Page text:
Warren County Emergency Medical and Rescue Services (EMS) welcomed a new member in June. His name is Benny and he is a bit of a ruff customer. Don’t fear, though. His bark is worse than his bite. Joe Clark, a captain with the Centertown Fire Department and first responder (EMR) coordinator, has brought Benny on board and he has proven to be a valuable addition to the community’s emergency services, both in action and community outreach.
Benny is part Labrador, part Great Pyrenees and was born in Florida. His previous owners decided, because of his size, they could no longer care for him and he was left at an animal shelter. What could have been the end of a sad story became the beginning of a success story that Warren County is richer because of. While at the shelter, Benny was identified as having the potential to be a working dog in the emergency services field. He was sent to a law enforcement training center and was taught to respond to emergency situations, to perform under stress and how to interact with large crowds and small children. Benny comes with an impressive professional pedigree, having trained alongside dogs who have gone on to serve in law enforcement and fire/rescue agencies across the country.
Clark was introduced to the idea of working with a highly trained K9 while training in Nashville. The experience sparked a desire to add a dog to help local first responders. “Last year, I had the opportunity to train with the Metro Nashville Police Department. They had a K9 (they now have two). They use their K9s for things like critical incidents and peer support. That’s how I learned about the program, so I was connected to the program through Metro PD and was blessed with the opportunity to go,” Clark said.
The process of getting Benny wasn’t as simple as going to pick him up after his training. Clark had to undergo rigorous training as well to ensure he and Benny were a proper fit and to prepare Clark for the challenges of working with a K9.
“My initial idea was to get a K9 to try and help first responders, but while I was there in the program I learned all the amazing things that others are doing with their K9s. Benny and I graduated in June of this year. He was awarded to me and I actually had to go to Florida and go through a training program to get him. This particular training program attracts people from all over the country, so in my class I had everyone from a Florida State Trooper to a deputy sheriff from upstate New York, along with firefighters and medics. First responders have very high rates of things like burnout, divorce, PTSD and, sadly, an alarmingly high suicide rate. For the past few years I’ve been pursuing training to be able to help in those areas and with critical incidents,” Clark said.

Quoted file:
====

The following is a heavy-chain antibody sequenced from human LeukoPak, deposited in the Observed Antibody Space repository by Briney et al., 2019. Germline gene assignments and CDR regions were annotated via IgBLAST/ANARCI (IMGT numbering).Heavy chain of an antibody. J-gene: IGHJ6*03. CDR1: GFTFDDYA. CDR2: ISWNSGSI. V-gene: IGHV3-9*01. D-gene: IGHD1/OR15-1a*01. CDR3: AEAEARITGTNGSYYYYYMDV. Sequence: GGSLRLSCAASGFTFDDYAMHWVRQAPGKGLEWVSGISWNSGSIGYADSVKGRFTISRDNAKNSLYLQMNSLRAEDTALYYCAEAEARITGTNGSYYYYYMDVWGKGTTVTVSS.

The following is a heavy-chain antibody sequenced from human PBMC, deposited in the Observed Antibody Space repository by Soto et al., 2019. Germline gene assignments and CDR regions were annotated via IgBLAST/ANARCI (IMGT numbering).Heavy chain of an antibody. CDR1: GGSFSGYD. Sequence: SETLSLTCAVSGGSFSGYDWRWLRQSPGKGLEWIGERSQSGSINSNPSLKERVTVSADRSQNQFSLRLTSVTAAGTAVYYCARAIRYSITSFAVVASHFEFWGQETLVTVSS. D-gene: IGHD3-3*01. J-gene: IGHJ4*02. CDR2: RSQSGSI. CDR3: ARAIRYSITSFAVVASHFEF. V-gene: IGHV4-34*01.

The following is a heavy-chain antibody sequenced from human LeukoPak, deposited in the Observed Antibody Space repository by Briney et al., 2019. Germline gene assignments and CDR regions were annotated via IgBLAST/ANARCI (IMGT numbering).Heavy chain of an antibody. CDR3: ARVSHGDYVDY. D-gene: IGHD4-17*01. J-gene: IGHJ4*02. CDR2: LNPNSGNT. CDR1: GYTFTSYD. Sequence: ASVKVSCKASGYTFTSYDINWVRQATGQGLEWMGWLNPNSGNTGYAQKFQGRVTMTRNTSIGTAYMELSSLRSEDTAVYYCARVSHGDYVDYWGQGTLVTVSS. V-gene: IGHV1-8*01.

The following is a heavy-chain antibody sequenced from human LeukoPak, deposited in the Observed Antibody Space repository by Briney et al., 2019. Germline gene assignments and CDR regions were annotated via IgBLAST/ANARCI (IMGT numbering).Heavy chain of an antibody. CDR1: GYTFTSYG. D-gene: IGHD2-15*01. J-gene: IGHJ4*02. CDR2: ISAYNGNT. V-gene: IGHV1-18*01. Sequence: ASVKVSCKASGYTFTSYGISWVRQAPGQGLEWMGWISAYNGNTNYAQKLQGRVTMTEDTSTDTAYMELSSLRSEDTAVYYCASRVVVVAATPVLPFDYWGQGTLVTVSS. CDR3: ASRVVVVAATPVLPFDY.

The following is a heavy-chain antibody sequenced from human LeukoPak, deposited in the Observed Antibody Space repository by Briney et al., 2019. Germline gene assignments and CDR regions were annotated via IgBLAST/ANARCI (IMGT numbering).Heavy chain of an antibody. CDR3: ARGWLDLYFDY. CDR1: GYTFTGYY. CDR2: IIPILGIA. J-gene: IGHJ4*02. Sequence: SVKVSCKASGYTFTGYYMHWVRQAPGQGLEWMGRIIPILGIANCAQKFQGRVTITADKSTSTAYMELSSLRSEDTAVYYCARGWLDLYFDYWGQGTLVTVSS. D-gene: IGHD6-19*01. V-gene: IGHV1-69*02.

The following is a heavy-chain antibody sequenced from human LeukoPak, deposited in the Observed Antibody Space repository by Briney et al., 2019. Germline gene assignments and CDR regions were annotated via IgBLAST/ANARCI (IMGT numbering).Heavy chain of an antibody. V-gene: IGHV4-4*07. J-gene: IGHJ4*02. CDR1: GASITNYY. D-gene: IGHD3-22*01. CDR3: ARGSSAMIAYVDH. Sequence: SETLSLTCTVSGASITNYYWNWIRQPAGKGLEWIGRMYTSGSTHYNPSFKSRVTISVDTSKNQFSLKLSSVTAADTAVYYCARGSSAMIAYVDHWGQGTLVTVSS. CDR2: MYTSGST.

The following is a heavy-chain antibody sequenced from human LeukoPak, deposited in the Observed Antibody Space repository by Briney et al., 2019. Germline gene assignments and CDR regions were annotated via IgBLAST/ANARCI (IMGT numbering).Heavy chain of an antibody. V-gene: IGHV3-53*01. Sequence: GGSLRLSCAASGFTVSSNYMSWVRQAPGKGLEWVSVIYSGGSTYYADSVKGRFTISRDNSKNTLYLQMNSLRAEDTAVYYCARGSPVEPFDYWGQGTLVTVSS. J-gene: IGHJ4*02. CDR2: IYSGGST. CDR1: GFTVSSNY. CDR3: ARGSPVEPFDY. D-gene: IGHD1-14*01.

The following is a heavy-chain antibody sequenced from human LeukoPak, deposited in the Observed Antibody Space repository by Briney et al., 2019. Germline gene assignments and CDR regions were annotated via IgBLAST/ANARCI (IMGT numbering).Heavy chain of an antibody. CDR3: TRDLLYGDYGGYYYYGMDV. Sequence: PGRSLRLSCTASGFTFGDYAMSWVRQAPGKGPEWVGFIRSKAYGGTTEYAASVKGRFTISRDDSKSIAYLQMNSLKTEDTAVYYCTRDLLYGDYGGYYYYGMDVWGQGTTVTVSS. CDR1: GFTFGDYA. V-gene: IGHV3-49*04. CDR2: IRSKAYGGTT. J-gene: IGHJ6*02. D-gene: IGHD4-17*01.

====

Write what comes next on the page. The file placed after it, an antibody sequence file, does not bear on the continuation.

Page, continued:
While Benny can be all business when the situation calls for it, he is also very personable and serves as a family pet for Joe and his wife, Becky Clark, when off duty. Benny’s affable attitude serves as an effective icebreaker and allows Clark to interact with the public, particularly children, in ways some emergency and law enforcement personnel sometimes find difficult. “Benny is great because he has the opportunity to help all the different people and organizations with whom I interact through my job. I have been very grateful for the way he’s been embraced. The school system in particular has been wonderful, so I’m excited by how well-received he’s been,” Clark said.
Clark is eager for more of the community to get to know Benny and, to that end, has been taking Benny to events such as Warren County High School sporting events, the Warren County A & L Fair and many other community gatherings. Benny even has his own Facebook page, “K9 Benny.” Clark believes Benny’s calming presence is a great benefit for both emergency situations and public relations. Clark said, “Neuroscience tells us that positive interactions with dogs lead to a decrease in stress levels and a corresponding increase in things like oxytocin and endorphins (positive neurochemicals). So, Benny is specifically trained to interact with people and often has the potential to deescalate a bad or stressful situation just by being there. He was actually in training for several months before I arrived and trained with him. The really neat thing about this program is Benny was rescued from an animal shelter and trained to serve in emergency services. That’s part of what makes his story so special; no matter what you’ve been through, you can overcome your past and do positive things.”